One of the many profound ways these women's lives and hearts overlap is the way each woman seeks to create her own form of perfection in the world, making such a small thing into so much more than what it is. For Clarissa, it's putting together a party that will properly honor her friend. For Laura, it's assembling a cake that reflects all her feelings of love. For Virginia, it's taking words and shaping them into a story that reveals and transports. And yet, each in her own way feels herself incapable of achieving this perfection. This is just one part of this novel, just one piece, but it's a piece that resonated with me and is something I found to be a part of what makes this novel so heartbreakingly beautiful.

Not only do are each of these women affected personally by the novel, Mrs. Dalloway, but also the writing style of The Hours imitates Woolf's style, the way she layered image and meaning together in complex network of poetic prose. Like Mrs. Dalloway, The Hours is a novel that requires a certain amount of presence and focus in order to follow, but the result of each novel is uniquely beautiful and each are worth a read.

A delightful little footnote: I love that Clarissa mentions seeing a movie star (maybe Meryl Streep) and that Meryl Streep plays Clarissa in the movie version of The Hours. ( )
1 vote andreablythe | Jun 3, 2015 |
There is a unique sensation of both immense loss and joy when you read the final page of a book that you immediately recognise as one of your life's favourites.

Having seen the film first (and loved it), I feared that it would spoil my enjoyment of the book, knowing exactly what was going to happen. At first I had a sense of rushing the book for that reason, but then the story hooked me all over again, and I was rushing simply from an urgency to devour more and more of it's clever deliciousness.

To intertwine a modern retelling of a classic story with parallel stories of Virginia Woolf's demons when writing Mrs. Dalloway, and the fragile state of mind of someone reading Mrs. Dalloway is sheer brilliance - complex yet so simple.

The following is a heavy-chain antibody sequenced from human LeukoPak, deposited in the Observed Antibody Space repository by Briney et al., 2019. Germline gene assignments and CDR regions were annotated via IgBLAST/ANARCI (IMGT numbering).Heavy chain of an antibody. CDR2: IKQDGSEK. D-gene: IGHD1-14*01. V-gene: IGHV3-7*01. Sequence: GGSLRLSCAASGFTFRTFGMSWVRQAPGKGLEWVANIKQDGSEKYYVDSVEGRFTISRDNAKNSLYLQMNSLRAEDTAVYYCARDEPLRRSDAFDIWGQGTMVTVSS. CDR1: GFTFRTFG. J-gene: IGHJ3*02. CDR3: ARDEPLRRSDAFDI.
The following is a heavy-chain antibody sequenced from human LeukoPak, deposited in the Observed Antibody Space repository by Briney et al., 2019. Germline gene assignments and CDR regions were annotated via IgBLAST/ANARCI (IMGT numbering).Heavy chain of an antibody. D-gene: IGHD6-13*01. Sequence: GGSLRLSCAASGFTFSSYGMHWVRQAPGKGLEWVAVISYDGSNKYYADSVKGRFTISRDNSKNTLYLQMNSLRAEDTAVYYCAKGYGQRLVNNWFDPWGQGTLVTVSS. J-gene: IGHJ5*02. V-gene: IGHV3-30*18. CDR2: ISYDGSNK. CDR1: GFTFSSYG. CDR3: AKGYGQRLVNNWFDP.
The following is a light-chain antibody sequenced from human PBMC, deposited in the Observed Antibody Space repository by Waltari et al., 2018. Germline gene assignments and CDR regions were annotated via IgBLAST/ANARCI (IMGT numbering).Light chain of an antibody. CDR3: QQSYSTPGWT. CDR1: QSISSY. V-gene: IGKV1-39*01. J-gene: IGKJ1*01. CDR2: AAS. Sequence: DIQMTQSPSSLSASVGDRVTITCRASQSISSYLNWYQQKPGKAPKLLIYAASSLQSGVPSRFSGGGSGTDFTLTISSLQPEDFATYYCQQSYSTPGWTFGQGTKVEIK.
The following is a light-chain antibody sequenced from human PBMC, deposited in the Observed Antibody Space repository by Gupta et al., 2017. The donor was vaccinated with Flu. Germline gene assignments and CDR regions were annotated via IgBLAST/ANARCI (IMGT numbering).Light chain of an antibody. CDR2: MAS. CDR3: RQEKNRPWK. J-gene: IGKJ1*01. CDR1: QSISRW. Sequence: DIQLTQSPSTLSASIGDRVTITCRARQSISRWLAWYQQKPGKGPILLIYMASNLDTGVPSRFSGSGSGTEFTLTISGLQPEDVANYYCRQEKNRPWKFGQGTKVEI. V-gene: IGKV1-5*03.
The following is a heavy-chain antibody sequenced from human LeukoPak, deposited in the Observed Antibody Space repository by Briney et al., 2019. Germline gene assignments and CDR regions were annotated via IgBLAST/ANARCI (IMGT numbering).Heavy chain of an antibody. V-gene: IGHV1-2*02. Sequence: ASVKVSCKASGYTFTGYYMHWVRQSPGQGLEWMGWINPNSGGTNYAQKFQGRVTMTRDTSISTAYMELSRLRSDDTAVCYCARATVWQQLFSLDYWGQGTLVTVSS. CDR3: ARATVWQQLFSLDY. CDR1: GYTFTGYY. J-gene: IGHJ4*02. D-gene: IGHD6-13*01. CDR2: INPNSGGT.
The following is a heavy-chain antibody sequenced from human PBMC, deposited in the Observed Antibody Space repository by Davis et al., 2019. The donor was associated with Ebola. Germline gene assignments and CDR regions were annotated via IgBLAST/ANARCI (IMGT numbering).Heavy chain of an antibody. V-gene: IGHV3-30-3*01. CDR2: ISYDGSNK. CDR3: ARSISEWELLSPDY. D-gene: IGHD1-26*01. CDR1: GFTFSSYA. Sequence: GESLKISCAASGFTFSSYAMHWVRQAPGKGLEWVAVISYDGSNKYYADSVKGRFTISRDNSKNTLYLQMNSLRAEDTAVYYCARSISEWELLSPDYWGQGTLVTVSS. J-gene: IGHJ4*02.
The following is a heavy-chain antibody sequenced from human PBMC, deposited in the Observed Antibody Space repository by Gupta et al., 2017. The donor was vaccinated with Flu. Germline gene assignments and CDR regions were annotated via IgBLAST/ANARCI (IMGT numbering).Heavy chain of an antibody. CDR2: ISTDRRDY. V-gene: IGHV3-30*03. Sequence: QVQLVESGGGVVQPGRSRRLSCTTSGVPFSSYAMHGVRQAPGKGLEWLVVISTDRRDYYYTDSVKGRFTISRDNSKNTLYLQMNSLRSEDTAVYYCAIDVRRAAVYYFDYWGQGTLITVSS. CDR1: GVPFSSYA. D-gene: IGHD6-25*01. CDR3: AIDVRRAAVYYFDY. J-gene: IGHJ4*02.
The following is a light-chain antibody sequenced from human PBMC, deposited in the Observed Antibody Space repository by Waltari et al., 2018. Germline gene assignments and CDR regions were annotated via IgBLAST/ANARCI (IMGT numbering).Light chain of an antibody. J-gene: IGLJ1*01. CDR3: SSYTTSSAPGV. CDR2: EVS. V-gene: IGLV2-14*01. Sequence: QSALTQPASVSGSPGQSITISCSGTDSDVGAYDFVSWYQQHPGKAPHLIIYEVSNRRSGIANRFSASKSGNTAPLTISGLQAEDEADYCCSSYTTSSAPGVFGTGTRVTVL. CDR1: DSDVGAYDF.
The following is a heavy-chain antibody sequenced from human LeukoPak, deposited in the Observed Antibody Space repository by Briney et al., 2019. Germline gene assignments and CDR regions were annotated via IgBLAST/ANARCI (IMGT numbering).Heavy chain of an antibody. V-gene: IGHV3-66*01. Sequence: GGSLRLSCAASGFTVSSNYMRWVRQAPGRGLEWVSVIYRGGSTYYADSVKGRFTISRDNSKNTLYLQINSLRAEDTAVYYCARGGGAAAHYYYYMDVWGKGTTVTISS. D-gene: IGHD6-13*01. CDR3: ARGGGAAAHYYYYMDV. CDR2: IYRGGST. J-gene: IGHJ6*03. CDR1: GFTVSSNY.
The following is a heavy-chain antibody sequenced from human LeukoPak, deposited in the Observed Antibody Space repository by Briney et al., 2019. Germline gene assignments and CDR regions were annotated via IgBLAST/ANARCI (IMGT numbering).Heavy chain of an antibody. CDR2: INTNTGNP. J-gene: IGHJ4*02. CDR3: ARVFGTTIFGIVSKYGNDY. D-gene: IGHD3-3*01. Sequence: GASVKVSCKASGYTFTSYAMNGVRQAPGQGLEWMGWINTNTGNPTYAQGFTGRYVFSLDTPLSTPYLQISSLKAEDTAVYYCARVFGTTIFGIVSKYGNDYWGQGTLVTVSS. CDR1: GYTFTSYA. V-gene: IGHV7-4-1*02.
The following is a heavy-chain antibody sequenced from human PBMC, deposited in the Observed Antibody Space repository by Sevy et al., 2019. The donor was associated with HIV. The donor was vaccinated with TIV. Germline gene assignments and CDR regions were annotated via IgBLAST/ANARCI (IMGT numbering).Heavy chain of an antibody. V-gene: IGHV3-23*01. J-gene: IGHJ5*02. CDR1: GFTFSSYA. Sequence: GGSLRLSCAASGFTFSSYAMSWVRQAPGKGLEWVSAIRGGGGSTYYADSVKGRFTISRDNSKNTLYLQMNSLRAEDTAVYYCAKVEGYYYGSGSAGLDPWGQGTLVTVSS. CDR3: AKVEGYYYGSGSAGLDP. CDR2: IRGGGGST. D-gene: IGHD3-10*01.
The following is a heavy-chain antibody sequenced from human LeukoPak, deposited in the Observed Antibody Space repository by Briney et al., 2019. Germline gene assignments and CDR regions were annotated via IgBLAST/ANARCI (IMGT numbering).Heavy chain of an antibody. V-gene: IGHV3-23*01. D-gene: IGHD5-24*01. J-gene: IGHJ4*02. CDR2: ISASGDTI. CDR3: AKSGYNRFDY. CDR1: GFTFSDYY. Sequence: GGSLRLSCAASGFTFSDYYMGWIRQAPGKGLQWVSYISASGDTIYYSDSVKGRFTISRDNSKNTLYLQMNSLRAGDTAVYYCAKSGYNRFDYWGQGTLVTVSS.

I have not yet read Mrs. Dalloway, but feel I will have to, just to gain another perspective of the immense depth of this novel. Certainly, in reading the novel things became clear to me that I did not pick up on when I watched the film, and I'm sure that having an understanding of Mrs. Dalloway would enhance the book still further. ( )
  AlisonY | Jan 19, 2015 |
As I said elsewhere in my review of André Dubus’s The House of Sand and Fog, I much prefer to read the book before I see the film, only because it becomes virtually impossible to divorce myself from the actors’ portrayal of the characters in the book from what I imagine those characters to be as I read the book. As I also said in that same review, however, seeing the film first didn’t necessarily detract from the book version of the story. Such is also the case with Michael Cunningham’s The Hours.

When I first came out of the movie theater, I was depressed. “Because of the subject matter of the movie?” you may well ask. No, not in the least. Rather, because I felt I could never write anything that good (and I assumed, given the integrity of the film, that the Director had stayed close to Cunningham’s original storyline.

When I next read the book, I closed it at the end and was equally depressed. “Why” again? Because reading the book only confirmed my earlier sense of resignation.

The Hours is a flawless performance in celluloid and an equally flawless performance in prose. Could Michael Cunningham rest on his laurels with this book? I think he could. I hope for all of us, however, that he won’t.

Brooklyn, NY, USA
( )
2 vote RussellBittner | Dec 12, 2014 |
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» Add other authors (35 possible)

Author nameRoleType of authorWork?Status
Cunningham, Michaelprimary authorall editionsconfirmed
Alopaeus, MarjaTranslatorsecondary authorsome editionsconfirmed
Goddijn, ServaasTranslatorsecondary authorsome editionsconfirmed
Hodge, PatriciaNarratorsecondary authorsome editionsconfirmed
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We'll hunt for a third tiger now, but like the others this one too will be a form of what I dream, a structure of words, and not the flesh and bone tiger that beyond all myths paces the earth. I know these things quite well, yet nonetheless some force keeps driving me in the vague, unreasonable, and ancient quest, and I go on pursuing through the hours another tiger, the beast not found in verse.
- J.L. Borges, The Other Tiger, 1960
I have no time to describe my plans. I should say a good deal about The Hours, and my discovery; how I dig out beautiful caves behind my characters; I think that gives exactly what I want; humanity, humour, depth. The idea is that the caves shall connect, and each comes to daylight at the present moment.
- Virginia Wolf, in her diary, August 30, 1923
This book is for Ken Corbett
First words